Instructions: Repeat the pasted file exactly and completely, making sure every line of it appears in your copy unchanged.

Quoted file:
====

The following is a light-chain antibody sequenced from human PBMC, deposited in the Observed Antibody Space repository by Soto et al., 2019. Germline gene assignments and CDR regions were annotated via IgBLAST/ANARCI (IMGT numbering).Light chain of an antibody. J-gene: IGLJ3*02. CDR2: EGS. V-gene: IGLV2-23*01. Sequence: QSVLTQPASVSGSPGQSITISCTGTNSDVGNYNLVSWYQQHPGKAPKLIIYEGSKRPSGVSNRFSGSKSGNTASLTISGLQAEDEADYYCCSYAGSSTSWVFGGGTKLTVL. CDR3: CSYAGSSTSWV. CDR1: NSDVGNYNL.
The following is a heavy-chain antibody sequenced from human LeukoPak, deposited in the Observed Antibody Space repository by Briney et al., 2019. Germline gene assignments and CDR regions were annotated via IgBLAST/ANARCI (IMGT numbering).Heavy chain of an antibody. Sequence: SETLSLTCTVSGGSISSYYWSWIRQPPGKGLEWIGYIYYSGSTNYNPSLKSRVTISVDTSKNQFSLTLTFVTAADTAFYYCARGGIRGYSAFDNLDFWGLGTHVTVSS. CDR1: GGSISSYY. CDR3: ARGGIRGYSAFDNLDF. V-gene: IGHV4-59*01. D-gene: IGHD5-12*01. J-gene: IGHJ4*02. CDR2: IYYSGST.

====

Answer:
The following is a light-chain antibody sequenced from human PBMC, deposited in the Observed Antibody Space repository by Soto et al., 2019. Germline gene assignments and CDR regions were annotated via IgBLAST/ANARCI (IMGT numbering).Light chain of an antibody. J-gene: IGLJ3*02. CDR2: EGS. V-gene: IGLV2-23*01. Sequence: QSVLTQPASVSGSPGQSITISCTGTNSDVGNYNLVSWYQQHPGKAPKLIIYEGSKRPSGVSNRFSGSKSGNTASLTISGLQAEDEADYYCCSYAGSSTSWVFGGGTKLTVL. CDR3: CSYAGSSTSWV. CDR1: NSDVGNYNL.
The following is a heavy-chain antibody sequenced from human LeukoPak, deposited in the Observed Antibody Space repository by Briney et al., 2019. Germline gene assignments and CDR regions were annotated via IgBLAST/ANARCI (IMGT numbering).Heavy chain of an antibody. Sequence: SETLSLTCTVSGGSISSYYWSWIRQPPGKGLEWIGYIYYSGSTNYNPSLKSRVTISVDTSKNQFSLTLTFVTAADTAFYYCARGGIRGYSAFDNLDFWGLGTHVTVSS. CDR1: GGSISSYY. CDR3: ARGGIRGYSAFDNLDF. V-gene: IGHV4-59*01. D-gene: IGHD5-12*01. J-gene: IGHJ4*02. CDR2: IYYSGST.